North Carolina Opioid Overdose Prevention Program Dramatically Cuts Deaths

A North Carolina opioid overdose prevention program has succeeded in dramatically cutting overdose deaths in one county, according to Medscape. The program is now being rolled out statewide.

Addiction experts discussed the program, called Project Lazarus, at the recent International Conference on Opioids.

Project Lazarus was implemented in Wilkes County, a socioeconomically depressed area in the foothills of the Appalachian Mountains. Many residents have chronic pain because of physically demanding jobs in the logging, farming and textile industries. The county has experienced extremely high rates of opioid overdose deaths. In 2007, the county had the third highest drug overdose death rate in the United States.

Overdose deaths decreased 69 percent in Wilkes County between 2009 and 2011, with little change in how many residents received an opioid pain reliever. Emergency department visits for overdose and substance abuse decreased 15 percent between 2009 and 2010 in the county, compared with a 6.9 percent increase in the rest of North Carolina.

“More opioid prescriptions don’t automatically mean more deaths. It is possible to deliver good pain relief without a heavy overdose burden. But it takes the whole community to make it happen,” said Fred Wells Brason II, Executive Director of Project Lazarus.

The project holds individual education sessions with doctors and continuing medical education sessions on pain management at local hospitals. The project encourages doctors to implement opioid treatment agreements with patients, and to use the state prescription monitoring database, which helps them identify and prevent “doctor shopping.”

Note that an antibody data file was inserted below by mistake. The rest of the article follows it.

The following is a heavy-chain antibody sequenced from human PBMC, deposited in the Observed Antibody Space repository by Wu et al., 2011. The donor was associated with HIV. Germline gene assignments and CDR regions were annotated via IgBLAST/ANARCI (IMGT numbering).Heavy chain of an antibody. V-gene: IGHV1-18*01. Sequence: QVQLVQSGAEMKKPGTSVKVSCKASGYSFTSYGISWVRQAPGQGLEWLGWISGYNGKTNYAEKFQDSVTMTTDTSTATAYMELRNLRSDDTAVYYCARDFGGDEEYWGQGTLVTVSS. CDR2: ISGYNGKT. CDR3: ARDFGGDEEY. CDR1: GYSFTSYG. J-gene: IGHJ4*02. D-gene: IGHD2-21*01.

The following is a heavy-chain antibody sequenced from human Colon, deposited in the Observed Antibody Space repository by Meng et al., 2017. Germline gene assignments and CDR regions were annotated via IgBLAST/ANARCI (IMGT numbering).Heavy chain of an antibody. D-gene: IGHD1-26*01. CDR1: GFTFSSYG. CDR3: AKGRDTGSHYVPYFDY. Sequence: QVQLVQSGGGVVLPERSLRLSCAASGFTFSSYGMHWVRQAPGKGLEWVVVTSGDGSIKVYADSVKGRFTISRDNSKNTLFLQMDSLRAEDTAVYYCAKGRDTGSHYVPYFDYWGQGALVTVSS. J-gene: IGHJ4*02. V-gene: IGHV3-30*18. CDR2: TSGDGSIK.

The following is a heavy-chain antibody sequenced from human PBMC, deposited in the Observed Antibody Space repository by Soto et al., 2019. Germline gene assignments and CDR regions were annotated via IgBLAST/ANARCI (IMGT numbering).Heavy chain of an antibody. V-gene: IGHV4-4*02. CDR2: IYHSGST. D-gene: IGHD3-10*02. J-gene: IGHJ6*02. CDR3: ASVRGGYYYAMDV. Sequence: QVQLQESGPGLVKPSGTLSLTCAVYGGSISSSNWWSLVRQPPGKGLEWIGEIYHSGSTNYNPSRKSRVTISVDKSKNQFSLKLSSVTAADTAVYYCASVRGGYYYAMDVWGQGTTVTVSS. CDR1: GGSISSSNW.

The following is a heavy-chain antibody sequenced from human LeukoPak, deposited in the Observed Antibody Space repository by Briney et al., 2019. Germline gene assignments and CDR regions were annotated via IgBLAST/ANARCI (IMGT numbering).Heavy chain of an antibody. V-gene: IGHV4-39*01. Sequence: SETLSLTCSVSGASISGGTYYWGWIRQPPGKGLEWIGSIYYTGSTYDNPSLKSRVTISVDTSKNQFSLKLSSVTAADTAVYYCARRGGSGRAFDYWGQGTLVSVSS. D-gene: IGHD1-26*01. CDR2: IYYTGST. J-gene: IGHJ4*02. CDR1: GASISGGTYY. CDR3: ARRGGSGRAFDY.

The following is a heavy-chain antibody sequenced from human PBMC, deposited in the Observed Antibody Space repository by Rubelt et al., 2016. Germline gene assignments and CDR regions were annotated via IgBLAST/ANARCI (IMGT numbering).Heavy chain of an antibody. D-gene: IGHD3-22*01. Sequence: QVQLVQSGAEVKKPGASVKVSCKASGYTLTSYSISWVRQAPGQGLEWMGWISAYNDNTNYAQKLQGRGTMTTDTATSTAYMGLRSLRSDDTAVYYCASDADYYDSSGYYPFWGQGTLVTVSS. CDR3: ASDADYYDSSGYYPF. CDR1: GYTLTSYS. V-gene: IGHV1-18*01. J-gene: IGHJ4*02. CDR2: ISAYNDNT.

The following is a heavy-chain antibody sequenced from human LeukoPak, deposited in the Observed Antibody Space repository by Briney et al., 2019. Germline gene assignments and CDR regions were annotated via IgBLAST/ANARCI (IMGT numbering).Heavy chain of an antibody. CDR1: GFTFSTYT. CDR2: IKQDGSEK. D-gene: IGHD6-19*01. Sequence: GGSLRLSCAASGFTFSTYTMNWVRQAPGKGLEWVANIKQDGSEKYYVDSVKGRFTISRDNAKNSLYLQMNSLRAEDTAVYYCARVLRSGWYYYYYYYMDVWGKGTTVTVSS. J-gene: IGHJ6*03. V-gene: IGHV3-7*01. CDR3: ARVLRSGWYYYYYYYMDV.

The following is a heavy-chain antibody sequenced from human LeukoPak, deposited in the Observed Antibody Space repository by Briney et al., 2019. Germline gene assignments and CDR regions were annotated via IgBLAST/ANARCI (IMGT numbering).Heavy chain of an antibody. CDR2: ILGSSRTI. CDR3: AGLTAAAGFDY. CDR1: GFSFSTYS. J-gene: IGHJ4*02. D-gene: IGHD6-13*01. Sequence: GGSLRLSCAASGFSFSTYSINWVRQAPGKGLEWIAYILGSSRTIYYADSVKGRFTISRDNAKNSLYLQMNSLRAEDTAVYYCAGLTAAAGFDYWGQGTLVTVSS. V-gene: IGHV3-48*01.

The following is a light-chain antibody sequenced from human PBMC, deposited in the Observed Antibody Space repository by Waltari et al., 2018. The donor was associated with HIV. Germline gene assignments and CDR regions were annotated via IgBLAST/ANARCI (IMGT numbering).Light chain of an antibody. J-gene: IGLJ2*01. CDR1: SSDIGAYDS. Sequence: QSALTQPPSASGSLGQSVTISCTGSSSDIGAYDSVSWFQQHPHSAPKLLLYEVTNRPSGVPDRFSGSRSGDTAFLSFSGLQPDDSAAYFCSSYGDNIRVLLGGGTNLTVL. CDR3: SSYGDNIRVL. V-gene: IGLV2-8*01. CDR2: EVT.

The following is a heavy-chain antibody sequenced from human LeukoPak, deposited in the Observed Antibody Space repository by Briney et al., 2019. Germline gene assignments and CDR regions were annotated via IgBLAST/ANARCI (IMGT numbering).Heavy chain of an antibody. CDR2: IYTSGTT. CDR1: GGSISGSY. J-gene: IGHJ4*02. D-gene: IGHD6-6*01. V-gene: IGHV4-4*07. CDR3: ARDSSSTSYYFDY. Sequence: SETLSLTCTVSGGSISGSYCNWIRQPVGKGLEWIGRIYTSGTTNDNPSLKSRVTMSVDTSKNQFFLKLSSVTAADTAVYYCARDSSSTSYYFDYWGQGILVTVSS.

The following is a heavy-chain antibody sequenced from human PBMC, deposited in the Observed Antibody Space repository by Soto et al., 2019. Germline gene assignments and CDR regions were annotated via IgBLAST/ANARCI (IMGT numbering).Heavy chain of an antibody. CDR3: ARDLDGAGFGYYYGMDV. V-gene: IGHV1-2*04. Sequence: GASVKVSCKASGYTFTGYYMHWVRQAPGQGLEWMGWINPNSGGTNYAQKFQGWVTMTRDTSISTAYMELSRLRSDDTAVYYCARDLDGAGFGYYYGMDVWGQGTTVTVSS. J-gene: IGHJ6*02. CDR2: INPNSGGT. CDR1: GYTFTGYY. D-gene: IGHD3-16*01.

Other initiatives include working with hospital emergency departments to reduce the number of pills prescribed, partnering with law enforcement on medication “take-back” programs, and working with mental health centers to increase addiction treatment services. The project has also received funds to purchase and distribute naloxone kits for reversal of overdoses.

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    Dave Finch

    June 24, 2014 at 1:54 PM

    Bravo for Wilkes County. The states’ prescription monitoring databases should be joined into a nationwide resource. Such a wide monitoring system would also be helpful in the system I advocate on my website. That system would tolerated adult use of legally manufactured drugs of nearly all types, certified as to purity and potency, and made available in supplies limited to a defined period of use such as one month. Such a system would kill the illicit drug trade which places hundreds of thousands of small time black market dealers in the way of the young. Coupled with counseling, monitoring and other sensible control measures we could virtually solve the addiction as well as the overdose problem.

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    Eric Peck

    June 20, 2014 at 12:41 PM

    I applaud Wilkes County for implementing Project Lazarus. This is a project that should be implemented in cities and counties across the nation, that have significant overdose problem due to opioid use. I live in Baltimore City, a city with a history of heroin addition. And in the past two years there has been a large increase in the number of people using heroin. For the African American community, and other economically deprived communities, the addiction community has to think outside the box to treat this individuals. It is extremely difficult to bring the families together for the individuals treatment process. Many times this is due to the fact that the families have an addiction problem or the patient’s are from single family homes and the parent doesn’t have time to participate in their child’s treatment process.

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